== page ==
The task for today’s exercise is to build a maze and keep the size of the source code as well as memory under some limits. There is an array “world” of size WW times WH and it needs to be converted into a maze, where some cells are passable and some are walls. The outer rows and columns must become walls and the maze needs to be “perfect” – no loops and all passable cells are reachable. Let’s assume that the start is always in position (1,1) and there is one special cell being the goal.

In the above example the white square in the left upper corner, (1, 1) is the starting point and (22, 44) in is the light grey goal. Dark grey squares are walls and black cells are passable. Walls surround the maze as required. Some cells that are not empty are not reachable however (very dark grey). As long as there are few such cells a maze is good enough even if not perfect.

Generating a maze is generally not a challenging task. The assumption for today is that we are running the maze generation on a device with limited memory for both the code and the variables. Namely, we can store several bits of information in each maze cell, above that we can only use several simple variables. How does it affect our approach to maze generation algorithm?

These restrictions mean that using recursion or stack based algorithms directly is out of question. One of the possible approaches would be to use a method similar to BFS (Breadth First Search) or DFW (Depth First Search) where the next square to be visited would be randomly selected from the queue or the stack, respectively. The data structure would require some additional memory for storing “active” square coordinates, which does not match our requirements.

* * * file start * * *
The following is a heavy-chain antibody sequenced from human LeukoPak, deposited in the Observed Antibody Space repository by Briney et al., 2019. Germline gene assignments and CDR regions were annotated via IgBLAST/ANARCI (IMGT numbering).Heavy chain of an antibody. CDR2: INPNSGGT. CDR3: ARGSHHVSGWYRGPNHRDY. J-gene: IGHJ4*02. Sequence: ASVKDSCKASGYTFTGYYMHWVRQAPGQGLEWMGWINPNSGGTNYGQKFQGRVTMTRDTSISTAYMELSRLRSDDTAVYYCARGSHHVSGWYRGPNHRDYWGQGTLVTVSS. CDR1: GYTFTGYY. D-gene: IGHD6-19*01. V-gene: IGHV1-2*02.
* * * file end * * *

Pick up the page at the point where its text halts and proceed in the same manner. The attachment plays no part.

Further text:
The idea is that we can trade time for memory size and simply mark the active squares in the same memory that we are using for storing the maze itself. Randomly selecting the next active cell to be processed requires:

- keeping track of the count of all active cells, e.g.
**active** - select randomly the index
**k**from 0 to**active**-1 (the next cell to be processed) - search through all the possible squares, stopping the search on
**k**th active cell

If there are **N** cells, this makes the algorithm complexity to be **N**^2. For example a 5×5 maze with 25 cells would require at worst 25×25 = 625 operations in the worst case. So this method can be used only for rather small mazes, but we are limited by the memory anyway.

This approach leads to mazes with high branching i.e. there are many shorter corridors. If longer straight corridors are desirable, we can incorporate such a feature by storing the direction of the travel in each active cell and adding a probability P that this direction will be continued next time the cell is processed.

Here is an example of the algorithm execution for the simpler version without directionality.

In the example below:

- W: wall
- ?: available unprocessed cell
- A: active cell
- : empty cell

The initial state; walls surround the available cells.